Once every few weeks, I have to dump my gray and black tanks. I have to turn on my generator twice daily for a few hours at a time to recharge my batteries.

And I must say, My YAMAHA freaking generator has done my ass VERY well.

I would buy it again so get one if you know what’s good for your batteries.

I have to turn on a switch to get hot water, then turn it off after I’m finished to save propane. I must refill my RV water tank when it’s empty.

Would have been nice if they had built in a male thread so I could attach the hose… but they didn’t.
This is a water station near Quartzsite, Az. Don’t wash your vehicle here.

But they DID! I have found a water filler that screws onto my stupid valve.I have to refill my propane tanks when they’re empty.  I have large tanks so the last quite a while a few weeks depending on the outside temperature.

Ugly but big.

What do I not have to do anymore? Mow the lawn. Maintain a three bedroom two bath home.
Drive the same route Every. Single. Day.

No worries about hurricanes. Wait, actually, I still do have to worry there. I have a rental home back in Florida!

I don’t have to be IN the hurricane, though!
I don’t have to worry about neighbors. Or barking dogs. Or solicitors!

No more miserably humid summer days. No Florida mosquitoes/fire ants/wasps stinging me. I don’t have mounting possessions to clean, move around, store, fix and maintain.

All I have and need fits nicely into my RV and truck.

It’s more freeing than I can express in writing. I enjoy the constant learning experiences I get with this lifestyle.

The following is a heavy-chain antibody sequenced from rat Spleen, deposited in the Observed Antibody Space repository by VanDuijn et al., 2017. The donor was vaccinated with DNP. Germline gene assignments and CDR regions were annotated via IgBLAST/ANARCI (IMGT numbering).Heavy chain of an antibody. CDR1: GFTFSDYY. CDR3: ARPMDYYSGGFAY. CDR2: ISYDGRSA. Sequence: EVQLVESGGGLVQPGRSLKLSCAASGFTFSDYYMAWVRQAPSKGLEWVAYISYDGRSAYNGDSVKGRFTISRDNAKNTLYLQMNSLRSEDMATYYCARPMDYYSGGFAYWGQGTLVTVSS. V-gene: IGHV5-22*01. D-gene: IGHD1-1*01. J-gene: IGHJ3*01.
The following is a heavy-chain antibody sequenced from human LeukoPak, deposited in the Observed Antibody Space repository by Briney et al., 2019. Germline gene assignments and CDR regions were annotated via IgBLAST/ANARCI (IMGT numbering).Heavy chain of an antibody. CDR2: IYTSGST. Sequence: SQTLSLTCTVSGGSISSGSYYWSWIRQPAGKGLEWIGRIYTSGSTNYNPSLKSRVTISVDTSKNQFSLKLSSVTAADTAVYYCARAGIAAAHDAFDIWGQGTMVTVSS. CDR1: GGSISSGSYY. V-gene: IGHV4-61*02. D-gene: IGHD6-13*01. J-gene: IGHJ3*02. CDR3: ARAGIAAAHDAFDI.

I enjoy meeting new friends and I have made a lot of them. I hadn’t made a new friend back home for quite a while.

I look forward to each day.

Sunrise on my house

I full-time R.V.!

Thank you for following and reading along!


16 thoughts on “A Day In The Life of a New Full-Time Boondocking RV’er 

  1. It’s been such a pleasure to hang out with you this past week. I totally understand the solar frustration. We got our system installed a year ago and I find myself learning about its functions to this day. Fulltiming offers a lot of freedom and a lot of opportunity to learn. I hope our paths cross again!

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  2. I’m moving in the same direction and may be hitting the road in the Nov-Jan timeframe. In the meantime I have a lot of decisions to make: rent my place out or sell, what household goods I want to pay to store and most importantly, which RV to purchase. I know in good time it will all,come together but looking forward to full-timing.

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    1. There’s a TON to learn. I jumped in pretty quick, and as a result I got the wrong travel trailer for me. It got me on the road though and now I know what I do and don’t want! Im considering it my starter trailer.

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  3. I love that picture of the black board covered with numbers, that’s how I think about solar as well. The learning curve is high and slow for me. Loved getting together with you for lunch last week and hope to bump into you again. Mom and I are in the Yuma area off Ogilby Rd. on some free land. Lots of room out here.

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  4. Hey K2, glad to have you in the ‘hood out in KOFA. Great place, great peeps 🙂 I’m sure we’ll cross paths again on this crazy adventure! (Oh- I get my Renogy solar tomorrow! Yippee!) Cheers